Behind The Scenes Of 'Friday Night Lights'

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The East Dillon Lions have struggled on and off the field in the NBC/DirecTV drama Friday Night Lights. i

The East Dillon Lions have struggled on and off the field in the NBC/DirecTV drama Friday Night Lights. Bill Records/DirecTV hide caption

toggle caption Bill Records/DirecTV
The East Dillon Lions have struggled on and off the field in the NBC/DirecTV drama Friday Night Lights.

The East Dillon Lions have struggled on and off the field in the NBC/DirecTV drama Friday Night Lights.

Bill Records/DirecTV

This interview was originally broadcast on April 11, 2007. Friday Night Lights will end its five-season run on Friday July 15, 2011 on NBC at 8 p.m. ET.

Guest host Dave Davies talks with Peter Berg, executive producer of NBC's Friday Night Lights, who also directed and co-wrote the 2004 film of the same title.

Both projects are adapted from H.G. Bissinger's book about the high-stakes world of Texas high-school football. Berg talks about the virtues of shooting on location, using local performers, and what the series explores that the movie couldn't.

Interview Highlights

On adapting Bissinger's book into the movie Friday Night Lights

"What Bissinger did so successfully was he used high school football as a backdrop to explore, you know, very legitimate social issues: racism, education, family values, religion. This was really the heart of Friday Night Lights, particularly issues like racism and education — those were two huge issues in the book — and I decided not to try and tackle racism as a theme in the film. I didn't think that we'd be able to service it and give it the respect and treat it with the complexity that it warrants, so we dealt with it in a much more subtle manner and decided to focus primarily on the concept of football, the concept of that one special moment in a life in which everything really seems to make sense, which is certainly a theme that Bissinger hit in his book."

On turning the movie into a TV series

"During the filming of Friday Night Lights, I knew that we were not going to be able to really get deep and scratch — in a real substantive way — the surface of what Bissinger was able to do so well in the book. I felt very, very strongly that the medium of television would provide us the opportunity to do that, to take six or seven episodes and explore the ways that high schools allocate their resources financially. In Texas, the training departments, the sports medicine departments, have larger budgets than English departments, and these were themes that we weren't able to really deal with in a way that was satisfying to me or Bissinger in the film. But we felt that a television series would be a perfect medium to get deeper into these issues. And I've been very happy with the way things have worked out so far."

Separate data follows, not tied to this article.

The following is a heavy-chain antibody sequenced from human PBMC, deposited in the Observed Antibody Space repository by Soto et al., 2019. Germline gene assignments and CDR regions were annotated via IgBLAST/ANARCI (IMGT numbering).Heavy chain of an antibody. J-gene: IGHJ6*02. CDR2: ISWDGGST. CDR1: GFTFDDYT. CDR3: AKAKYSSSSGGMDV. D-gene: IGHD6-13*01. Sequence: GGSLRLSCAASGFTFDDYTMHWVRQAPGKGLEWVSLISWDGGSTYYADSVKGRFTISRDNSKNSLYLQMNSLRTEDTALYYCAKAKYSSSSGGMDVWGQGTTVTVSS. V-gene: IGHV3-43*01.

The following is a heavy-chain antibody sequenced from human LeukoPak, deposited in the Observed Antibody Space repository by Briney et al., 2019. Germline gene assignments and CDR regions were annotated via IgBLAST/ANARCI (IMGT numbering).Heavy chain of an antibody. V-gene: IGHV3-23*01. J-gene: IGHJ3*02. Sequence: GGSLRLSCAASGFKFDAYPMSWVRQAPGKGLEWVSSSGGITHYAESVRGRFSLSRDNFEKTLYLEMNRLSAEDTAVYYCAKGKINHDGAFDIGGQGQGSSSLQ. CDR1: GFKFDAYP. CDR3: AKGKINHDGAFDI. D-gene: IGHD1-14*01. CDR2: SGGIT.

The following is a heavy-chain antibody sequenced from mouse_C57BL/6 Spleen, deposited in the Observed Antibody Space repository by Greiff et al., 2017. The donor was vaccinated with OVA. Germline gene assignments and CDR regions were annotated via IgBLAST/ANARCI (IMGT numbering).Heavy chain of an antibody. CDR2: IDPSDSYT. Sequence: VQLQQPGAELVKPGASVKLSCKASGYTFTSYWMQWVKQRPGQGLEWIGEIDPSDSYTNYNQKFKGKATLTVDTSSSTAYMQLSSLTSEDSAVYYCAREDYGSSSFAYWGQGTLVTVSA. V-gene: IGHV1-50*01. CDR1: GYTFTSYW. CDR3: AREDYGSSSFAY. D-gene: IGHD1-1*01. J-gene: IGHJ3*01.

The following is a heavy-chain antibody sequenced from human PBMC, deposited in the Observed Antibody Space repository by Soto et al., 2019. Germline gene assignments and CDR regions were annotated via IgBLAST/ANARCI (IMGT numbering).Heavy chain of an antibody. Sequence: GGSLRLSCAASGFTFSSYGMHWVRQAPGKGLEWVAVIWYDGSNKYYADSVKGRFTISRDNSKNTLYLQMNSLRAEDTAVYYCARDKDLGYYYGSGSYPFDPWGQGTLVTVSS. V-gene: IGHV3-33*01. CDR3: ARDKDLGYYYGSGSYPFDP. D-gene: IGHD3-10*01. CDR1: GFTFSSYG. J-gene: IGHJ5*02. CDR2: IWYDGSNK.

On shooting in Texas

"We had to shoot the show in Texas. It's just too unique of a culture, and the network was very supportive of it. We didn't want to build any sets, and we haven't. Actually, that's not true. We built a locker room, but other than that, we shoot the show entirely in real locations with as many Texas actors as we can. We wanted to avoid bad Southern accents wherever possible, and I think that putting the show in Texas was and is a critical aspect to why this show is working creatively."

On shooting on location

"We generally walk into a location that's a real location, so if we're shooting in a restaurant, we just take a regular restaurant the way it is, the way it's lit. We'll generally approach the restaurant a day before and tell them if they have regular clientele that come and want to hang out for a day, be part of a show, that they should just come.

"We hire ... the local cooks, local waitresses in their costumes. We tend to not dress them. We bring the actors in with a minimal amount of equipment, you know: grip equipment, rigging and lighting. We let them kind of walk around rehearsing the scene. We encourage them to improvise and make the dialogue their own, change things. We don't call them scripts. We tend to call them vague guidelines.

"Then we come in with a bunch of handheld cameras, and we tell everyone to just sort of go, and it's over very quickly. And for people that aren't used to it, it's somewhat traumatic and they wonder kind of what happened when we say, 'OK, we got it,' and we move on to the next location."



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